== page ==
Bond Estates is the brainchild of Napa legends Bill Harlan and Bob Levy. The winery focuses exclusively on single-vineyard bottlings from some of the best, most unique sites in the Valley. The approach is essentially Burgundian, and indeed, each of the carefully selected vineyards is labeled as a “Grand Cru.”
Harlan and Levy developed the idea for Bond while they were working together at Merryvale Vineyards in the 1980s. It was there that they first got a look at fruit from some of the best Cabernet vineyards in Napa, and realized the great potential for single-vineyard bottlings. Though similar wines existed at the time — think Phelps’ “Eisele,” and Heitz’s “Martha’s Vineyard,” — it was an era when “Reserve,” “Cask,” and “Special” selections were seen as just as, or even more important than single-site bottlings. Generally speaking, Napa Cabernet was painted with one broad brush, with the individual identity of terroir very much a sub-plot.
Harlan and Levy’s gamble was to find a collection of top-tier vineyards that would capture and reflect the unique elements of their terroirs. Furthermore, they sought to build long-term relationships with growers who could farm to their exacting specifications. The pair identified the first two vineyards, Vecina and Melbury, while they were still at Merryvale. Vecina is an 11-acre site in Oakville, with soil composed of bedrock overlain with fine grained alluvial wash. Melbury sits further north on seven rocky, hillside acres east of Rutherford.
By 1984, Bill Harlan had purchased what is now Harlan Estate in Oakville, the site of the Bond winery, but it wouldn’t be until the sale of Merryvale in 1996 that Harlan and Levy were able to move forward in earnest with Bond. Between 1994 and 1998 they made several experimental vintages from Vecina and Melbury, releasing the 1999 as the first commercial vintage.
Over the years, Bond has been routinely mistaken for a Harlan second label. I can recall hosting a Bond wine dinner for some top clients, where most of the guests — pretty savvy collectors — were under this misconception. In reality, they are two different projects with completely different visions. Where Harlan is very much a single-vineyard wine, the vineyard itself has a multitude of exposures and aspects, altitudes ranging from 150 to 1,200 feet, and is planted to four different grape varieties over a total of 40 acres. Cory Empting, who is winemaker at both Harlan and Bond, says that making the Harlan wines, “is like conducting a symphony,” — his task, to bring the best of its various, magnificent elements into perfect harmony. The Bond wines, in contrast, are much more “naked,” says Cory (more Bach cello suite than symphony). It is one estate, with multiple Grand Crus, each made from a single tiny vineyard, with one exposure, one dominant soil, and one single grape variety.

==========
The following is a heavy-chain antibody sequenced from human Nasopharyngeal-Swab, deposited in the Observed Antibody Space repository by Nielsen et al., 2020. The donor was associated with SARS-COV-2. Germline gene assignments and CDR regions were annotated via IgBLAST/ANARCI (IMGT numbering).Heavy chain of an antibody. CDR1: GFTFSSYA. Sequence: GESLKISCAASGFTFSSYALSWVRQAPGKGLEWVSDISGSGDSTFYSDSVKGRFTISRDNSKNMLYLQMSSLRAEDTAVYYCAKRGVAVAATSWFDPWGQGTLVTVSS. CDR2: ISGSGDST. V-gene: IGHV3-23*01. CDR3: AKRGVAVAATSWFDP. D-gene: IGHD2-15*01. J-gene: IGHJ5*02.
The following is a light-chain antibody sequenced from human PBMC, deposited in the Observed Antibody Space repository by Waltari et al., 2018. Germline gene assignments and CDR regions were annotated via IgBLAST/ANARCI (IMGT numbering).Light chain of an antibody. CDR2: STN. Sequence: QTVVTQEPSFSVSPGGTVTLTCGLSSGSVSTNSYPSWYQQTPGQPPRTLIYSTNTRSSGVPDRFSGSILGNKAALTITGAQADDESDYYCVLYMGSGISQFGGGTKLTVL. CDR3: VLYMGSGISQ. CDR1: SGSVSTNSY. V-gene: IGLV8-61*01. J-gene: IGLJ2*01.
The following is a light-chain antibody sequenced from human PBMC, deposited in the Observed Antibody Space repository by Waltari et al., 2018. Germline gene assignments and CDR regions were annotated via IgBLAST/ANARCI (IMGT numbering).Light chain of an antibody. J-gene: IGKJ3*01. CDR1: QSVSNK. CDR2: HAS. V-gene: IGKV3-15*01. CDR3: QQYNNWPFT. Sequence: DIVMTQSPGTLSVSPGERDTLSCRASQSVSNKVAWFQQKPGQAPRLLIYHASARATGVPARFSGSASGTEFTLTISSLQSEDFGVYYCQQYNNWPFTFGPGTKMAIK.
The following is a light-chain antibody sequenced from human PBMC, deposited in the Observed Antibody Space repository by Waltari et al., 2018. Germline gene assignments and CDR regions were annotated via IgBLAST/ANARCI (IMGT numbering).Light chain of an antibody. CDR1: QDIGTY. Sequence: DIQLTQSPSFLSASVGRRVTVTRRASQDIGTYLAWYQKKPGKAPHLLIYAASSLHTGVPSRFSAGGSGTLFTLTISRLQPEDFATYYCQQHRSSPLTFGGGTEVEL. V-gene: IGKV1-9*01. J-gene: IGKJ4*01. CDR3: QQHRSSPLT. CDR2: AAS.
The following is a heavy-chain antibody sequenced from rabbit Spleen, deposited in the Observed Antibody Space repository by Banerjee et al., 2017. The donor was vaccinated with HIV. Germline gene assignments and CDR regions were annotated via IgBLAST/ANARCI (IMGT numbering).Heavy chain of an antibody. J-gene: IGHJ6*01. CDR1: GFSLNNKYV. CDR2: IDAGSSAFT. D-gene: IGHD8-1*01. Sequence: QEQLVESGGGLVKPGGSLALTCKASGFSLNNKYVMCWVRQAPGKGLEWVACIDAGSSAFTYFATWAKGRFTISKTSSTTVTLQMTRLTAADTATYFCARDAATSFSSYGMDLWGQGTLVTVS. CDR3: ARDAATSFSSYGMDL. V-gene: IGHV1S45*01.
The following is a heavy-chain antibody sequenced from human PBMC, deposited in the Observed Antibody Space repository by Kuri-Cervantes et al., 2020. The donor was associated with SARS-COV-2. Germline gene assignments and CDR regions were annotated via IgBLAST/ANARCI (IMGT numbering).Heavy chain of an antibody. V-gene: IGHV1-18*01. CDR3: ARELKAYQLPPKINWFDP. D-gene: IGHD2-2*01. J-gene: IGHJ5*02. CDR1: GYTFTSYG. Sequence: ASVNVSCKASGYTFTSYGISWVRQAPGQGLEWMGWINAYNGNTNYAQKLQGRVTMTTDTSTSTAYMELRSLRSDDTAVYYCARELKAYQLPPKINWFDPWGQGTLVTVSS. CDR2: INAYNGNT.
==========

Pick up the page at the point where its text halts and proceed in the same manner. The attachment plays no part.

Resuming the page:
The number of “Grand Crus” in the Bond portfolio has increased to five as of 2006 with the additions of St. Eden (2001), Pluribus (2003), and then Quella. At any given time, there are up to 12 vineyards in consideration for “Grand Cru” status. On average, Harlan and Levy work with a site for eight to nine years before selecting it, which gives them enough time to decide whether quality is consistently high enough, and whether or not the vineyard possesses a truly unique signature.
While this project has been a long time in the making, both Harlan and Levy are looking toward the future. Cory adds, “In Burgundy they’ve had over a thousand years to figure it out. We hope we can do it a little quicker than that, but vines take time, and we won’t rush it.”
The single varietal/single vineyard model allows for a fairly pure expression of the site, but farming and winemaking can always threaten to override the nuances. That said, winemaking is not done in a formulaic way here. “We work pretty traditionally, and are focused on getting the best potential expression from each site,” said Cory. “That may require employing various farming, pruning, or training techniques in order to best balance each vineyard and get the best ripening outcomes.” Harvesting and fermentation are both handled on a very specific, block by block basis.
Uniqueness of site, or “terroir,” is fleeting and precious, and is first and foremost dictated by the geology and climate of a place. But it is easily squandered — blended, farmed, or manipulated away into something unrecognizable. At Bond, Harlan and Levy are committed to capturing and expressing the unique and singular voices of their vineyards, and they do this, year after year, in exquisite style.